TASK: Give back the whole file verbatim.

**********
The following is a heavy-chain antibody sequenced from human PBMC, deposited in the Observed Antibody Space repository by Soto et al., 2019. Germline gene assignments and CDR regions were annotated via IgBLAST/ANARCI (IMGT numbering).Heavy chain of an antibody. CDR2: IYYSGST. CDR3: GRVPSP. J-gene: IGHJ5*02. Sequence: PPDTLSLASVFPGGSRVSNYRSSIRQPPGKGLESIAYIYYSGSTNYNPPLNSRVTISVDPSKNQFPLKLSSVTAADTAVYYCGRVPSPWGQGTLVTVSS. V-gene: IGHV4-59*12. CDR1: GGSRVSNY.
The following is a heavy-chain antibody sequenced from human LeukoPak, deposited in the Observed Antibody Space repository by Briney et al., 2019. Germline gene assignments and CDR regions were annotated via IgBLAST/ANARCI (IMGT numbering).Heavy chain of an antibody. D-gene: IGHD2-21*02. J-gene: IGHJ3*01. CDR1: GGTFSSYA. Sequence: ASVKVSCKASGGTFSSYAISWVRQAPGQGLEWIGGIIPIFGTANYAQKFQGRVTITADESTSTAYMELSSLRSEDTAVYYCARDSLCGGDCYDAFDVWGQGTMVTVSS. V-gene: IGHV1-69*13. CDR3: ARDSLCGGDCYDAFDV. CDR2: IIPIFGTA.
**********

The following is a heavy-chain antibody sequenced from human PBMC, deposited in the Observed Antibody Space repository by Soto et al., 2019. Germline gene assignments and CDR regions were annotated via IgBLAST/ANARCI (IMGT numbering).Heavy chain of an antibody. CDR2: IYYSGST. CDR3: GRVPSP. J-gene: IGHJ5*02. Sequence: PPDTLSLASVFPGGSRVSNYRSSIRQPPGKGLESIAYIYYSGSTNYNPPLNSRVTISVDPSKNQFPLKLSSVTAADTAVYYCGRVPSPWGQGTLVTVSS. V-gene: IGHV4-59*12. CDR1: GGSRVSNY.
The following is a heavy-chain antibody sequenced from human LeukoPak, deposited in the Observed Antibody Space repository by Briney et al., 2019. Germline gene assignments and CDR regions were annotated via IgBLAST/ANARCI (IMGT numbering).Heavy chain of an antibody. D-gene: IGHD2-21*02. J-gene: IGHJ3*01. CDR1: GGTFSSYA. Sequence: ASVKVSCKASGGTFSSYAISWVRQAPGQGLEWIGGIIPIFGTANYAQKFQGRVTITADESTSTAYMELSSLRSEDTAVYYCARDSLCGGDCYDAFDVWGQGTMVTVSS. V-gene: IGHV1-69*13. CDR3: ARDSLCGGDCYDAFDV. CDR2: IIPIFGTA.